Those of you who know about RFC 3066 know that it's the standard which describes the tags that you should use to identify the language of an HTML or XML document's contents.  For example, in XHTML you'd code something like:

. . .
<html xmlns="
http://www.w3.org/1999/xhtml" xml:lang="fr" >
. . .
</html>

to tell the world that your page is in French.  RFC 3066 (albeit with a few differences) is also the syntax of the culture names used by System.Globalization.CultureInfo. 

What you may not have known is that there's a way to request new tags in case you need to extend the existing language tagging mechanism.  This can be very useful if you need to indicate a language variety that isn't easily described with a language-and-country combination.  On the other hand, well, I'll let today's request speak for itself:

LANGUAGE TAG REGISTRATION FORM

Name of requester          : Jon Hanna
E-mail address of requester: jon [at] hackcraft.net
Tag to be registered       : en-Spam-porn

English name of language   : Pornographic Spam English

Native name of language (transcribed into ASCII):
Pr0n Freespeech ohbsehkzq!

Reference to published description of the language (book or article):
Your deleted mail folder

Any other relevant information:
The relationship between this dialect and other forms of English is
tenuous and perhaps more a matter of historical accident than any
stronger linguistic relationship. Some would argue that it is a
separate language, and some that it isn't a language at all but
illiterate gibberish, however considering it to be a dialect of English
is perhaps the most balanced position.

Interestingly, it is the probably the only dialect of any language that
can be encoded entirely in US-ASCII without doing any (further) violence
to the language. Conversely, it is also probably the only language that
can be inscribed with the use of a diacritical mark on every single
character, even spaces.

The dialect appears to have very complicated punctuation rules, so
complicated that there is strong evidence that no one fully understands
them. The exclamation mark (U+0021, and no doubt U+203C once they
discover it) appears not to be a punctuation character within the
dialect, but a symbol of some sort of religious or superstitious
fascination within the user community. The anthropologist might refer
to this as a "fetish", though he or she would be wise not to lead any
member of the user community to believe that he or she had any interest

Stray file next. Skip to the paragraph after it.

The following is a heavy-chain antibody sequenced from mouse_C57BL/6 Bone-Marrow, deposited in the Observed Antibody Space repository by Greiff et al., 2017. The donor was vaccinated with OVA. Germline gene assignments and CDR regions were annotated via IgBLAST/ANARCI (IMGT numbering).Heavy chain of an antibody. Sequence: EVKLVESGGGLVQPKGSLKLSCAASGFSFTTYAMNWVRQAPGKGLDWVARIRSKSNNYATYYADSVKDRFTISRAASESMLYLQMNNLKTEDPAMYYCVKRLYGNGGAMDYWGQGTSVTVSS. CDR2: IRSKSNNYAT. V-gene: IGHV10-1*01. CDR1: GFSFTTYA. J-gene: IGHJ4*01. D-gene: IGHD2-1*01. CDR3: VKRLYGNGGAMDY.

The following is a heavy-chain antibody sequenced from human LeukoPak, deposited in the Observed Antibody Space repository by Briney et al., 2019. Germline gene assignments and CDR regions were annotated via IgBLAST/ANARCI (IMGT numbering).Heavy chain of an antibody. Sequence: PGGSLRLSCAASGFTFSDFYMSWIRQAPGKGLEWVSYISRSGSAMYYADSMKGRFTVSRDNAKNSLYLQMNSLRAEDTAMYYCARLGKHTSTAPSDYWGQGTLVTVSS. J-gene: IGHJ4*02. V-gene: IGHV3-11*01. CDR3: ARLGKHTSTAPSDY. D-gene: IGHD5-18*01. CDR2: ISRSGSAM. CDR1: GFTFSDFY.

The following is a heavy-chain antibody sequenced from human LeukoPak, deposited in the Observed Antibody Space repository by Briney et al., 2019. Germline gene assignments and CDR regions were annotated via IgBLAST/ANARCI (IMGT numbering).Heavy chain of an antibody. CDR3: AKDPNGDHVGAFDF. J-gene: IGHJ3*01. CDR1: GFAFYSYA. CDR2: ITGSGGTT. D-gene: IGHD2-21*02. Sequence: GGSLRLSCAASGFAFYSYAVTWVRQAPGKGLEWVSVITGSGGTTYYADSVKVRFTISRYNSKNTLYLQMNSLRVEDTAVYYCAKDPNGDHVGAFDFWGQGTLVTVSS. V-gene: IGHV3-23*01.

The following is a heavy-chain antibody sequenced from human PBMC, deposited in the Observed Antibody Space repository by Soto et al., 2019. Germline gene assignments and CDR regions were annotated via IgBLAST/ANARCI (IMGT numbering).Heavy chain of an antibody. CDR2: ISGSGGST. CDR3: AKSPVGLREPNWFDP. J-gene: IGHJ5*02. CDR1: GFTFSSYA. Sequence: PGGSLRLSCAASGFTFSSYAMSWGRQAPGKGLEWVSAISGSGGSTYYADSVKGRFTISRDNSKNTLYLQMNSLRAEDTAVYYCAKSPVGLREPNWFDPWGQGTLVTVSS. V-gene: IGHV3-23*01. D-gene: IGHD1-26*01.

in fetishes.

Despite widespread belief to the contrary it appears that some people
really do have this as their first, and indeed only, language. These
people would be to be pitied, if we could have the luxury of doing so
without actually coming into contact with them or their dialect.

The pun is considered the highest form of expression within the dialect,
although no user of the dialect has ever demonstrated any talent at
creating them.

Special Treatment -

Traditionally the dialect is encoded with whatever charset is believed
most likely to confuse a filter. Adoption of the UCS is increasingly
common amongst the user community as it provides a source of yet more
characters that look a bit like other characters.

Semantic software should not attempt to differentiate between definite
and indefinite articles or should treat them specially. These are not
used as they are in other dialects of English where they specify a
particular or a general example of the associated noun, but rather to
reflect a self-deluding belief in universality of a fetish item as the
user community has a strong religious belief that we are all equally
pathetic perverts to themselves. This religious belief contains a
strong emphasis on proselytising for which the user community eagerly
adapt new communication technologies including those produced by the
IETF.

In rich-text formats in which the text can be coloured there is a
strong preference towards red.

I'll readily admit that this is probably the most articulate request for a new language tag in a long time, and that reading it left me with only one question:  Arê yØu`l00ki.ng 4_ä gõod t|mé?

For those of you wondering how serious this request could be, consider today's date.  For everyone else, please remember that you have two weeks (starting today) to comment on the request.